Centralized data store

With many instances trying to read/write data concurrently, it is necessary to provide a logically centralized data store with some form of concurrency control. An easy win would be to switch from SQLite to either MySQL or PostgreSQL, since Bookshelf (the ORM for Ghost) supports both.

With the size of the dataset, a distributed, memory-based cache would most likely not be needed at this point.

AWS Configuration

You can get started for free by signing up for their free-usage tier. What this offers you, essentially, is the ability to run a micro instance for free (for 12 months); however, it does require you to enter in a credit card.

I won't be going through a step-by-step tutorial (there are plenty out there already). What I will be doing is describing my specific configuration and overall process of getting set up.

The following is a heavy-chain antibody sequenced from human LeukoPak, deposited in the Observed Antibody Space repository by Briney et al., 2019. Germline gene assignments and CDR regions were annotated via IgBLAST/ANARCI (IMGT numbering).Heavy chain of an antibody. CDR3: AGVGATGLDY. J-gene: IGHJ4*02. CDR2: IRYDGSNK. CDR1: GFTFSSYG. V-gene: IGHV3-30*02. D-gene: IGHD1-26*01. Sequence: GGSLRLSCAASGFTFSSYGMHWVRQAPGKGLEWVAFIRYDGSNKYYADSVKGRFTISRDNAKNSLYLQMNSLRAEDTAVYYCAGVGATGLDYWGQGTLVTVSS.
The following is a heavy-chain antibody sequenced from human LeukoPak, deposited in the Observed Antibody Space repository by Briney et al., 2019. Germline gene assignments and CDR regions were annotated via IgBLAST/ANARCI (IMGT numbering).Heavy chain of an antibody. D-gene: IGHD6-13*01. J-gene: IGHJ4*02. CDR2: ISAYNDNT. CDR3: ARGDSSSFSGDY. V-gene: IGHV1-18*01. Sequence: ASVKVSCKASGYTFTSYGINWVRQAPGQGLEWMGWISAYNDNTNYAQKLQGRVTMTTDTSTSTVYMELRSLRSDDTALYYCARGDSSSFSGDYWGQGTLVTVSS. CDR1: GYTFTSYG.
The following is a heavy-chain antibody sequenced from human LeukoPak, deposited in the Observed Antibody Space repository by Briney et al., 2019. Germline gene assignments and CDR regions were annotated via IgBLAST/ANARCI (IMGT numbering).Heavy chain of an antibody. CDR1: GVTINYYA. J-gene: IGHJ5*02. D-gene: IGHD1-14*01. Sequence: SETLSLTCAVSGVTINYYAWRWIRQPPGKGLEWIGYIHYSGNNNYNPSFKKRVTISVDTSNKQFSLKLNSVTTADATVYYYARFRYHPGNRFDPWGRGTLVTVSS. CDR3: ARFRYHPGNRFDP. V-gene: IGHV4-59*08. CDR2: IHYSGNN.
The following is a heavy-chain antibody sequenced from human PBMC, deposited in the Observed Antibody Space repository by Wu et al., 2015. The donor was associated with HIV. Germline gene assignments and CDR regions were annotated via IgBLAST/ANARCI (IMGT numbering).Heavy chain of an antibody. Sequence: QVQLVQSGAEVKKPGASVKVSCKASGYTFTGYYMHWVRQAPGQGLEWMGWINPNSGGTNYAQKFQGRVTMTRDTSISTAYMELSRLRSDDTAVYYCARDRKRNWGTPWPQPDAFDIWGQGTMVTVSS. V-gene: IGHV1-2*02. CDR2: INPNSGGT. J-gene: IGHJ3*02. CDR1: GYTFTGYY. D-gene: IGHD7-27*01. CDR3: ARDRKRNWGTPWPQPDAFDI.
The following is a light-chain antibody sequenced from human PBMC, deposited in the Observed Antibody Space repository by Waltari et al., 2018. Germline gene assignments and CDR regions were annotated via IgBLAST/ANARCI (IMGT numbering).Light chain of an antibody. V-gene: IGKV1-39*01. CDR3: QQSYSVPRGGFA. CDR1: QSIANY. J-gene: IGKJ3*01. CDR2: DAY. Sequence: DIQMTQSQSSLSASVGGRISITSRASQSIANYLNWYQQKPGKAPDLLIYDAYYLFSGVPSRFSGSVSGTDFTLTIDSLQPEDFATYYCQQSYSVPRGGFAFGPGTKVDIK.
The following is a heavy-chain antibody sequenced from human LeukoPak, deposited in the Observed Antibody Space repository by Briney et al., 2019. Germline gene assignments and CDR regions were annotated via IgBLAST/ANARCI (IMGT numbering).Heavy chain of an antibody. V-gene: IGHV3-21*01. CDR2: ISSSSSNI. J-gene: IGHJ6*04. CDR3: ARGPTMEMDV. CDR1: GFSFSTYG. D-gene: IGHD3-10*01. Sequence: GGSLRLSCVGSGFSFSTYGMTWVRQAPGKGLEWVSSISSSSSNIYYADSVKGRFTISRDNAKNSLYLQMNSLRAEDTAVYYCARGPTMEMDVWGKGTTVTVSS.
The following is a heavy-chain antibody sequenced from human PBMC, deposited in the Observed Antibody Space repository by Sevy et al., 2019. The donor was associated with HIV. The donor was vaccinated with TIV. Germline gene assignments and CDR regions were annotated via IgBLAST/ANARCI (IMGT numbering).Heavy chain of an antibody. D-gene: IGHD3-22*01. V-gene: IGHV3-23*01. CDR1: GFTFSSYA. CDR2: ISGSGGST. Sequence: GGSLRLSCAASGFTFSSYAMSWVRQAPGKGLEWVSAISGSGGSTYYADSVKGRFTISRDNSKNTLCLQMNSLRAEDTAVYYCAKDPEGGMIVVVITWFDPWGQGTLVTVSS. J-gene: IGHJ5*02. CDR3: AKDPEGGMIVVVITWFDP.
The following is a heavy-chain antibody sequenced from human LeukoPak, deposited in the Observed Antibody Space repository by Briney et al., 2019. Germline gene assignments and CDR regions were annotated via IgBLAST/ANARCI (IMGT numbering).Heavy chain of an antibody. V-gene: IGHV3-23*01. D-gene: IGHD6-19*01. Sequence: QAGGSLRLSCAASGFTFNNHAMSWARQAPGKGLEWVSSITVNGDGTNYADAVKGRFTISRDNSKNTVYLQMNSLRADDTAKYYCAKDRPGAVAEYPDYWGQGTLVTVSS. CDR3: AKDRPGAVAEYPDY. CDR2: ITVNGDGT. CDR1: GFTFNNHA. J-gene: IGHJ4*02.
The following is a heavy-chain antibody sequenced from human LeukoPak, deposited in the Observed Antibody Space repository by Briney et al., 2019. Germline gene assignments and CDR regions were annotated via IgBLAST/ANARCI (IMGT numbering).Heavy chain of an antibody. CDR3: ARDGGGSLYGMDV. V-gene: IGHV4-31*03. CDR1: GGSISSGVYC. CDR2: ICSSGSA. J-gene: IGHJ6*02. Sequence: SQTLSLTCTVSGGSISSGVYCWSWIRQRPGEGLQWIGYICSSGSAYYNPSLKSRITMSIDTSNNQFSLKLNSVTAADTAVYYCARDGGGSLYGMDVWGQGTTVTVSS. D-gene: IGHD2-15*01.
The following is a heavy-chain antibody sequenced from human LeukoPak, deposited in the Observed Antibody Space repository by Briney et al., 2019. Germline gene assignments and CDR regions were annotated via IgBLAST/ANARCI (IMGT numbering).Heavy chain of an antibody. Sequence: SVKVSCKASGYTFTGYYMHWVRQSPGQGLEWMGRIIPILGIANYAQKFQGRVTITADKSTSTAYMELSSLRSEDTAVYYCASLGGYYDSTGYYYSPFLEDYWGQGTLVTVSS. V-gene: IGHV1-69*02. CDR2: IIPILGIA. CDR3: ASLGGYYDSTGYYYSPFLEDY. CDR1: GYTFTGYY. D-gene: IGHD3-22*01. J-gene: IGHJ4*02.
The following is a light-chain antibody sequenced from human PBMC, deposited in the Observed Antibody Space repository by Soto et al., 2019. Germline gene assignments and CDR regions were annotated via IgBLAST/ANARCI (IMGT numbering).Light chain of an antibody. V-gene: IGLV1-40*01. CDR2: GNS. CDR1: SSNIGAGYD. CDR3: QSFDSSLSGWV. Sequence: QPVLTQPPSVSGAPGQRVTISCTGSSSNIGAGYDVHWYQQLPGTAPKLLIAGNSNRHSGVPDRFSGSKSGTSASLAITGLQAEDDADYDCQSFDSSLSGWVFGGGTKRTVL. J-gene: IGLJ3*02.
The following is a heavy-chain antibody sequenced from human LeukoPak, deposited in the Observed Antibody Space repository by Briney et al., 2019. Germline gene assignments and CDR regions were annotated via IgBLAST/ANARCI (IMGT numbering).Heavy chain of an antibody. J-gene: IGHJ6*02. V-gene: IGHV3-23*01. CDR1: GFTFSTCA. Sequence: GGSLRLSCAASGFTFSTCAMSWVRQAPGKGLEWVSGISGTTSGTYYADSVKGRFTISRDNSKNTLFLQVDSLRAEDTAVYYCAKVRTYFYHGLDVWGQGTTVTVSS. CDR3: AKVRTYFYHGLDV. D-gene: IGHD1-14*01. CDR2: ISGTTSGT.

EC2 (the server)

Note: Once you've got EC2 set up, the rest of the AWS configuration is optional. It's only relevant if you're planning on setting up a public-facing application.

Micro instance

A micro instance has the following resources available:

  • 1 virtual core @ 2.00 GHz*
  • 0.615 GiB (~630 MB) of memory

For my purposes, this micro instance should last me a while. My application (blog) will be mostly network-bound, assuming I'll eventually get some traffic.

I have my instance set up using the default 64-bit Amazon Linux AMI, a custom distro based on RHEL.

* The micro instance offers bursting CPU capabilities, allowing it to have better performance for short periods of time; it can even exceed the t1.small in CPU utilization. However, if you hit prolonged high CPU utilization, Amazon will throttle you to snail levels. See the EC2 user guide for more information.

Elastic Block Store (mountable vdisks)